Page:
Maoists protest Indian arms supply 'resumption'
Maoists allege a conspiracy by the governments of Nepal and India to sabotage the critical election next month by importing sophisticated arms from India.world Updated: Mar 25, 2008 12:14 IST
Clashes erupted in south Nepal as Maoists began violent protests and closed down some districts, alleging a conspiracy by the governments of Nepal and India to sabotage the critical election next month by importing sophisticated weapons from India.
The Young Communist League, the dreaded youth wing of the Maoists, went on a rampage in Butwal, a key town in southern Rupandehi district, blocking the highway, setting police posts and at least one vehicle on fire and beating up two policemen on Tuesday.
The former rebels also called a dawn to dusk closure in three sensitive districts in the Terai that comprise their self-styled Avadh region - Rupandehi, Nawalparasi and Kapilavastu, the birthplace of the Buddha and yet one of the most turbulent regions in the country.
Nationwide protests have also been planned for an hour in the afternoon, including in the capital, where a large number of foreign dignitaries are camping as observers to ensure that the historic election on April 10 is free, fair and peaceful.
"We have called the protest as there has been a gross violation of the peace agreement," Devendra Poudel, chief of the Maoists' Avadh region, told IANS.
"We feel there is a conspiracy to sabotage the election."
The Maoists say they received a tip-off three days ago from their sources in the Nepal Army that consignments of arms and ammunition were pouring into Nepal through the Bhairahawa border point from the neighbouring Indian state of Uttar Pradesh.
On Monday night, Maoist MP Bamdev Chhetri and Sunil led a raid that they say netted two trucks with Uttar Pradesh number plates in Butwal while a third managed to evade the dragnet.
Nepal's Armed Police Force and civilian police, they say, were escorting the vehicles.
"We halted the two trucks for six hours, requesting human rights activists to come and check what they contained," Sunil said.
"But police attacked us and forcibly took the two vehicles away. Two dozen party men have been injured in the police attack."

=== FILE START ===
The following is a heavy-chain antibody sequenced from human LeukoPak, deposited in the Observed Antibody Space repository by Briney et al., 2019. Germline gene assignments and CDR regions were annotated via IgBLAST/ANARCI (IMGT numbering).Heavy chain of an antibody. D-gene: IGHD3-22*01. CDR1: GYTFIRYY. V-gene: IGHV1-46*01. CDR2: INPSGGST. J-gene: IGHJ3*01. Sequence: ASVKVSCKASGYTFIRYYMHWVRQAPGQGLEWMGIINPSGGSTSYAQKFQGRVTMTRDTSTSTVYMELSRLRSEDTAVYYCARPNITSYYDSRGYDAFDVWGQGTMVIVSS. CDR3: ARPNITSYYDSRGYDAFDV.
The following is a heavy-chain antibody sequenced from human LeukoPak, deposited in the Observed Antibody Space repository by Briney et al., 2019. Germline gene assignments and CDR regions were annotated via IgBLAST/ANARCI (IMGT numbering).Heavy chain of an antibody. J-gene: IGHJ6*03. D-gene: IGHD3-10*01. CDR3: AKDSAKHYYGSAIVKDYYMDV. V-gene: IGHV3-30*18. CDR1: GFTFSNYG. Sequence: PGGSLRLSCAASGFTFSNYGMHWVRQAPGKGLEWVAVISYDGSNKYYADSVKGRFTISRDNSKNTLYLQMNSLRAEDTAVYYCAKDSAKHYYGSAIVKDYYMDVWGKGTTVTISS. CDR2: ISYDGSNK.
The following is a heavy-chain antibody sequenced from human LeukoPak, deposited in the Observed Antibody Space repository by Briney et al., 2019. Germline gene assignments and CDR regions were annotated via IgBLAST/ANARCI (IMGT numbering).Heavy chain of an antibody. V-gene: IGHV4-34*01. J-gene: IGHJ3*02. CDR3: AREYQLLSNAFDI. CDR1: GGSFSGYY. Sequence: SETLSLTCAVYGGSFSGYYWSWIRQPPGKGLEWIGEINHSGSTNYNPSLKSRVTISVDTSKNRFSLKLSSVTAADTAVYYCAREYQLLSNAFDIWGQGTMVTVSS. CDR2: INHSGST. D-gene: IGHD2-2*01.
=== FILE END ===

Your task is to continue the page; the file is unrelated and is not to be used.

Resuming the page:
While the Nepali authorities are saying that the trucks contained materials for the April 10 constituent assembly election, the Maoists allege they contain AK-47s and the Insas group of weapons indigenously manufactured by India.
The former rebels say that over three dozen such arms-laden trucks have already entered Nepal.
"This is a blatant violation of the peace pact (signed between the Maoists and the ruling parties two years ago that ended the Maoist insurgency and brought peace to Nepal)," said Maoist leader Prashant, who is contesting the April 10 constituent assembly election.
"It is part of a deep-rooted conspiracy to sabotage the election."
After the signing of the peace agreement, the new government of opposition parties agreed not to recruit any more soldiers or buy arms.
India has been Nepal's major arms supplier, providing the government with arms at a 70 percent subsidy to combat the Maoist insurgency that started in 1996.
However, after King Gyanendra seized power with the help of the army in 2005, India stopped the flow of arms to signal its displeasure.
With the king's regime collapsing 14 months later, there were talks of India resuming arms assistance.
A recent bilateral security meeting in New Delhi was reported to have focussed on fresh arms sales.
The Indian arms issue could snowball and affect the election, which is to decide the fate of King Gyanendra.
There is speculation that both the ruling parties and the Maoists are averse to the polls, fearing defeat.
The arms issue could be a bogey by the Maoists to block the twice-postponed polls.
On the other hand, India has come under intense criticism in Nepal for "meddling" in its internal matters.
In the past, while the Maoists were branded a terrorist organisation, India brokered a clandestine deal between them and the opposition parties in New Delhi.
After ethnic movements started in the Terai plains along the Indo-Nepal border, the Indian hand has been at work in Nepal once again, brokering an agreement between the government and dissident Terai parties.
The discovery that the chief of India's intelligence department Research and Analysis Wing Ashok Chaturvedi had paid a secret visit to Kathmandu and met Koirala created a furore.